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Realizing the Demographic Dividend in Africa

A lab debate of opportunities and challenges at the #EDD17

Lab debate "Investing in Africa’s Youth to Harness the Demographic Dividend"

Are the potential economic benefits of demographic change in Africa ready to be seized? At the 2017 European Development Days GIZ brought this question to the fore in a lab debate, taking a closer look at the opportunities and challenges of the Demographic Dividend.

‚Investing in Development‘ was the motto of this year’s European Development Days (EDD) on June 7 and 8 in Brussels. Hosted by the European Commission, the event has attracted more than 6.000 participants from the international development community every year since 2006 and is thus Europe’s leading forum on development.

At this forum, the Deutsche Gesellschaft für Internationale Zusammenarbeit (GIZ) GmbH organized a lab debate entitled “Investing in Africa’s Youth to Harness the Demographic Dividend”. In partnership with the African Institute for Development Policy (AFIDEP) and the German Federal Institute for Population Research, it assembled a high-level expert panel with speakers from the African and European Union, the African youth network AfriYAN and AFIDEP to tackle the question: How can the young generation of Africa become the driving force for economic development?

The Demographic Dividend: The African Union’s theme of the year 2017

The African Union has declared the Demographic Dividend the theme of the year 2017, releasing a detailed roadmap for it and moving it up on the international political agenda. But what does ‘Demographic Dividend’ actually mean? It describes the economic benefit which can be generated in societies with a large proportion of young people reaching working age. Where these young people are granted access to education and healthcare, especially sexual education and family planning, and where jobs are created for them, countries’ economic and social development can reap considerable benefits from this demographic phenomenon.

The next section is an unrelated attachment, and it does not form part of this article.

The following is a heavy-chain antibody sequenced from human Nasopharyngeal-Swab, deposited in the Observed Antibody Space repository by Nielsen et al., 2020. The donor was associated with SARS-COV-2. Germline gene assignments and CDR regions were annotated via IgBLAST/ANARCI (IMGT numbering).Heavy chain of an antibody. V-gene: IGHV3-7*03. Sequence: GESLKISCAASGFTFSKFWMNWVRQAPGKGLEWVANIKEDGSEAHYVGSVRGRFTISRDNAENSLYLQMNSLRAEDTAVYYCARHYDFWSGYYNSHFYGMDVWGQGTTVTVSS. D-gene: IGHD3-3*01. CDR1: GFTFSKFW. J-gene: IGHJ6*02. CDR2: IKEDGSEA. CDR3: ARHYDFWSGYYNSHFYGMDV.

Germany in a pioneering role

Demographic change is happening worldwide. Populations constantly change in size, composition and geographic distribution, a dynamic that influences nearly all dimensions of society and directly influences the lives of individuals. The Position Paper “Population dynamics in German development cooperation” of Germany’s Federal Ministry for Economic Cooperation and Development (BMZ) acknowledges the central role of demographic change in national and international development and strategically positions it as a cross-sectoral issue in development cooperation. With this paper, the BMZ positions itself as a pioneer in the field of population dynamics. One of the three main areas of intervention listed in the paper is the fostering of youth via investments in a demographic dividend. 


Investments in the future are needed today

The panelists

Many African countries have only just begun to make the transition towards the described potentially beneficial age structure. The interest in the economic benefits is vast, as was also evident from the large crowd attending the Lab Debate on the second day of the EDD. There is no doubt, however, that investments must be made today to seize the opportunity before it is too late. Dr. Eliya Zulu, director of AFIDEP and consultant for more than 15 African governments on the demographic dividend and its implementation, emphasized that the time frame for action might be as short as 40 years. Efficient use of all available resources, he argued, is all the more critical to success.

Integrated development might be the answer

All experts were in agreement that integrated development is key when it comes to transforming the Demographic Dividend from an abstract concept into meaningful policies, particularly in the education, employment and healthcare sectors. Tikhala Itaye, youth representative of AfriYAN, convinced the audience that good governance was indispensable if the benefits of investments were to reach all of African youth. Tilman Nagel, Head of GIZ’s Section Education, TVET & Labour Markets, also stressed the importance of an integrated approach based on cross-sectoral political coordination and significant budgetary commitments so that the needed investments could be realised in all relevant sectors.

The Demographic Dividend bears an enormous potential for the economic and social future of the young African generation. On behalf of BMZ, GIZ’s Sector Initiative Population Dynamics, Sexual and Reproductive Health and Rights, together German-supported projects in partner countries, will continue to work towards its realization.

Lea Gernemann, June 2017


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